I used -Force to override any Models I've already created.

You can use -DataAnnotations to get annotated models. Otherwise, you get Fluent model configuration.

PS: I've only tried this with ASP.NET Core 2 and Entity Framework Core 2.0.0.

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    Thanks, I just think it's ludicrous to go from full featured edmx UI that allows you too view and edit the tables, relationships, fields and so on to some command line tool and tout that as ground braking progress... – Dean Kuga Sep 14 '17 at 14:25
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    I don't know what crack MS has been on lately. Core solves the problem of running .Net on non IIS servers...a problem by 1% of IT shops that run MS, and if the idea catches on the need for Windows servers wanes...as a business plan I don't get it. – infocyde Nov 4 '17 at 0:48
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    @HiHo I copied your code and ran in the package console nothing happens however earlier the same worked for .net core 1.1 and I recently upgraded to core 2.0 with ef as well and I am unable to update models. (github.com/aspnet/EntityFrameworkCore/wiki/Roadmap) they says We will do our best to complete or at least make good progress on these: – Zaker Dec 6 '17 at 3:55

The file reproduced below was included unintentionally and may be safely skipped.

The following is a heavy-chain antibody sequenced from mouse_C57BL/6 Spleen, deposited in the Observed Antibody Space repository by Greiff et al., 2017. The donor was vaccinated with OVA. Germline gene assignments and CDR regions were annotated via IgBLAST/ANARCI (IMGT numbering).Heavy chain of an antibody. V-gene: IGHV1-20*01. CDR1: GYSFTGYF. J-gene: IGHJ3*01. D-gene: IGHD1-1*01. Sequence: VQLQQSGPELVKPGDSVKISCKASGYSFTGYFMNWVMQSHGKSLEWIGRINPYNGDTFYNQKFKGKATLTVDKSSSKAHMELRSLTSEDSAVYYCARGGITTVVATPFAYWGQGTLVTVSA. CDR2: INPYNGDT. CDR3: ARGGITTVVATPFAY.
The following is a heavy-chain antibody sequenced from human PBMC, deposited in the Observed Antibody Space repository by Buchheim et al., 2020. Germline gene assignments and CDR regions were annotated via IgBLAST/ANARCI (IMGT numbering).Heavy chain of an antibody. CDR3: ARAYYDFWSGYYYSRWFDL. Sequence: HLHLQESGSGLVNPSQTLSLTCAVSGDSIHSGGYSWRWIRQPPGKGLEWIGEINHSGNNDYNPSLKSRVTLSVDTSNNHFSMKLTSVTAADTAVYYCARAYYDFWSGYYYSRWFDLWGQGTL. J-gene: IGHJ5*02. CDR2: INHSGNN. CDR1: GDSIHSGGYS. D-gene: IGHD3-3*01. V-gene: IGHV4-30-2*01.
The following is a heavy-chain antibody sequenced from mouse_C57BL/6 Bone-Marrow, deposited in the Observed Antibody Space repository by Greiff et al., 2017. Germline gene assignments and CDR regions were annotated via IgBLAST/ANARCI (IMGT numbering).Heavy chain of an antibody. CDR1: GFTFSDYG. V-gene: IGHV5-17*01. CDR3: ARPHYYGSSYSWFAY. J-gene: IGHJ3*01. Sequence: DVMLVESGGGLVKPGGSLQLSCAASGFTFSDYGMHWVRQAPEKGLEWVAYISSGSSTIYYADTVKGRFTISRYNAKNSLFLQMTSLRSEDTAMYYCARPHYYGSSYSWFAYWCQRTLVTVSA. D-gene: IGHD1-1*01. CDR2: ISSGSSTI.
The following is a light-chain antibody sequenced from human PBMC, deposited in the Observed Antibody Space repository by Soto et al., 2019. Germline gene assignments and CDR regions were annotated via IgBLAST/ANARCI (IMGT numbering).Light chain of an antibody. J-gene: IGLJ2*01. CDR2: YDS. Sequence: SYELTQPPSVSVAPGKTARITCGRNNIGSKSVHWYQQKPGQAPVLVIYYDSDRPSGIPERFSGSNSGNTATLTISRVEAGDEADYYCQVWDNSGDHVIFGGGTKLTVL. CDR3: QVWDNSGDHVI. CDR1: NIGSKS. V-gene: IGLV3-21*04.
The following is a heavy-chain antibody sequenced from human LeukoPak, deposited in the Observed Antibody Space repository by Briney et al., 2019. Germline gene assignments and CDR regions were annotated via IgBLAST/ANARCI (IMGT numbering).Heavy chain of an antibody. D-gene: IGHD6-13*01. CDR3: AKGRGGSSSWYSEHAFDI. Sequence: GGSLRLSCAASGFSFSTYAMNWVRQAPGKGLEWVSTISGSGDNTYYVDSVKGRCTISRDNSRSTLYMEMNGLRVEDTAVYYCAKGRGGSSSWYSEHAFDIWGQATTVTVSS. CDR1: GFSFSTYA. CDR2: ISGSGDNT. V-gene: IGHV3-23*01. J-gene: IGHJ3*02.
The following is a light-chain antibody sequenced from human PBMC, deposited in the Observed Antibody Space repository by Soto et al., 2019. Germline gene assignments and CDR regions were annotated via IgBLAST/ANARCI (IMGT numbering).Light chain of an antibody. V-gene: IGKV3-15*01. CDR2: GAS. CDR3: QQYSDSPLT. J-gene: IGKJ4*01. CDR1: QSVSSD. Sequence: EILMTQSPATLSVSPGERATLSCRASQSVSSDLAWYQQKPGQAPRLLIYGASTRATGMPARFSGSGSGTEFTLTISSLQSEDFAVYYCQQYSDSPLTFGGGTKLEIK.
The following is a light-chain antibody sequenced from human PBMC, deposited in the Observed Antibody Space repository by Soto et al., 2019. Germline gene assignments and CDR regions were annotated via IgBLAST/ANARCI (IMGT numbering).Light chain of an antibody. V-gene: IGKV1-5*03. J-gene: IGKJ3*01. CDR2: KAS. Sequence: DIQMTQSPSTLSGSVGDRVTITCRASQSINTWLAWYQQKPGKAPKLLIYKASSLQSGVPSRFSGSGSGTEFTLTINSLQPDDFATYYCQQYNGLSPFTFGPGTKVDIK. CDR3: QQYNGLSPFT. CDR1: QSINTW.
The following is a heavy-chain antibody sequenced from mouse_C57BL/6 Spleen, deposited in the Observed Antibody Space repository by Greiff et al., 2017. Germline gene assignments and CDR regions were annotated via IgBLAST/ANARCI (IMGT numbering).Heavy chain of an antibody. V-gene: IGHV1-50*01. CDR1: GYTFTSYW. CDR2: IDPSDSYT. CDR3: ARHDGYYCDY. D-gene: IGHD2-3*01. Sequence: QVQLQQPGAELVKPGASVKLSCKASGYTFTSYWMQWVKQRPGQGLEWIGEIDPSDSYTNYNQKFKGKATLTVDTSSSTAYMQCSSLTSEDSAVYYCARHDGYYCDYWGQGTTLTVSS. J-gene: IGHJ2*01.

My situation was that I had a .net 4.5+ class library with DbContexts in it.

Those DbContexts had been created from an existing DB using the "Code First from existing Database" Wizard. This Wizard seems to be missing from EF Core.

To create a new Code First DbContext from an existing DB compatible with EF Core, I loosely followed the guide here

My steps:

  • Created a new Core Class Library

  • Added the nuget package Microsoft.EntityFrameworkCore

  • Added the nuget package Microsoft.EntityFrameworkCore.Tools
  • Added the nuget package Microsoft.EntityFrameworkCore.SqlServer
  • Added the nuget package Microsoft.EntityFrameworkCore.SqlServer.Design

  • Opened the nuget Package Manager console

  • Entered the command

    Scaffold-DbContext "data source=MYSQLDBSERVER\MYSQLINSTANCE;initial catalog=MYDB;integrated security=True;MultipleActiveResultSets=True;"
  • Entered as provider


Please note that when using a non-Core project you might run into problems with the nuget Package Manager console. I avoided this problem by just creating a new Core Class Library, instead of a .net one.

Once you have created the context, you can edit it like normal in Code First, e.g. you can delete the tables you don't want to use.

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    +1 for creating a new Core Class Library, instead of a .net one. .Net 4.x project throws FileNotFoundException on Microsoft.EntityFrameworkCore.Design – Youngjae Jul 25 '17 at 9:18